As shown in Fig. 4a, a fast CO2 uptake occurred once the sorbent was exposed to CO2, followed by a gradually slower adsorption process. Such two-stage adsorption behaviour is typical of many amine adsorbents3,4,12 and has been attributed to increasing CO2 diffusion resistance during adsorption3,4,5,13. Interestingly, the sorbent showed distinct adsorption behaviour in dry CO2 comparing with that in the simulated flue gas, despite the same CO2 concentration level. In dry 8% CO2, the sorbent showed limited adsorption ~0.82 mmol g−1 at 25 °C after 120 min, whereas a much higher CO2 capacity up to 4.30 mmol g−1 with noticeable faster CO2 uptake rate at the first stage of adsorption was observed at 60 °C. We attribute the higher capacity to the lower CO2 diffusion resistance due to higher flexibility of the immobilized polyamine molecules at the elevated temperature. In sharp contrast, in the simulated flue gas the sorbent exhibited fast CO2 adsorption at 25 °C and the capacity of the sorbent reached ~11 mmol g−1 in the first 30 min (and up to 11.8 mmol g−1 by 120 min), which is about twice the previous capacity records of other amine sorbents23 and MOFs29 under simulated flue gas conditions (Supplementary Fig. 1), and about 9 times higher the capacity of amine-scrubbing solutions (for example, ~1.25 mmol g−1 for 30% monoethanolamine solution30). Further comparing the adsorption behaviour of the sorbent in dry CO2 and in simulated flue gas at 60 °C, it is clear that the presence of moisture significantly improves the CO2-capture performance of the sorbent. Since the N content of the sorbent determined via elemental analysis is ~15.1 mmol N g−1, the amine efficiency (CO2/N) of the sorbent at 25 °C for 120 min is ~0.8, among the highest reported for amine sorbents even at such high amine content3. It should be noted that since the sorbent capacity kept increasing after 120 min, the final amine efficiency (CO2/N) of the sorbent could be even higher. This result is in sharp contrast to other supported amine sorbents with high amine loadings such as the sorbents prepared via wet impregnation and polymerization of aziridine, which show much lower amine efficiency (CO2/N=0.2~0.6) under their optimal adsorption conditions23,24,26. The high amine efficiency observed here could be partially attributed to the optimized hierarchical structure of the sorbent as well as the reaction mechanism of amine and CO2, where the formation of bicarbonates in the presence of moisture rather than carbamates in dry CO2 theoretically enhances the efficiency of the primary and secondary amines from 0.5 to 1. In addition, the adsorbed water may serve as a plasticizer lowering the CO2 diffusion resistance and further improving the amine efficiency31.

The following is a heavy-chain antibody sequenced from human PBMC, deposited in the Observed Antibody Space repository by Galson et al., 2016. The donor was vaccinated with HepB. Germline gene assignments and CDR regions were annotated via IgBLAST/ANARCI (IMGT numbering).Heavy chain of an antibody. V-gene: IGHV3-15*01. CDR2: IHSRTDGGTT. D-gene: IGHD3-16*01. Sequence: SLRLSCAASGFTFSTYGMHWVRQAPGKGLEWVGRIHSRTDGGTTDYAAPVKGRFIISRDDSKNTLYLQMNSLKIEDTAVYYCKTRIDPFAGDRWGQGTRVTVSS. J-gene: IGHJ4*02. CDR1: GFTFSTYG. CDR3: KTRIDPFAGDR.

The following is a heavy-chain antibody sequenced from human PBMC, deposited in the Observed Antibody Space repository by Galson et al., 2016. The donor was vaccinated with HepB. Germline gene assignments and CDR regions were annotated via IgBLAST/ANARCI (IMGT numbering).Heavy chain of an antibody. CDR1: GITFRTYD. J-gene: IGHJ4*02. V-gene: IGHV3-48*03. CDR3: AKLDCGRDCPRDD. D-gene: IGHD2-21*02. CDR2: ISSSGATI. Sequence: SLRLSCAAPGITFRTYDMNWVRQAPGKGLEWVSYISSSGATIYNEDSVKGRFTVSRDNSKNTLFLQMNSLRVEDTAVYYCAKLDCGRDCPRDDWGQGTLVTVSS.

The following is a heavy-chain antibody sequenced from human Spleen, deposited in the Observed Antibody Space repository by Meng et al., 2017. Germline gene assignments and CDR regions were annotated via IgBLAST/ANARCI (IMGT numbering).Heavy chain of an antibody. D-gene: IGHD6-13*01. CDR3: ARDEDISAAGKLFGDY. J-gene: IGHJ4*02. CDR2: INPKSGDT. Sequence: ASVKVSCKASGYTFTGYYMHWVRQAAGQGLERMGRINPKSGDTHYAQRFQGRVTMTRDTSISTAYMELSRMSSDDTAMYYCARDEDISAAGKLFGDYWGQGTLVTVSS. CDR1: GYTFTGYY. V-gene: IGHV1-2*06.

Figure 4: Sorbent performance.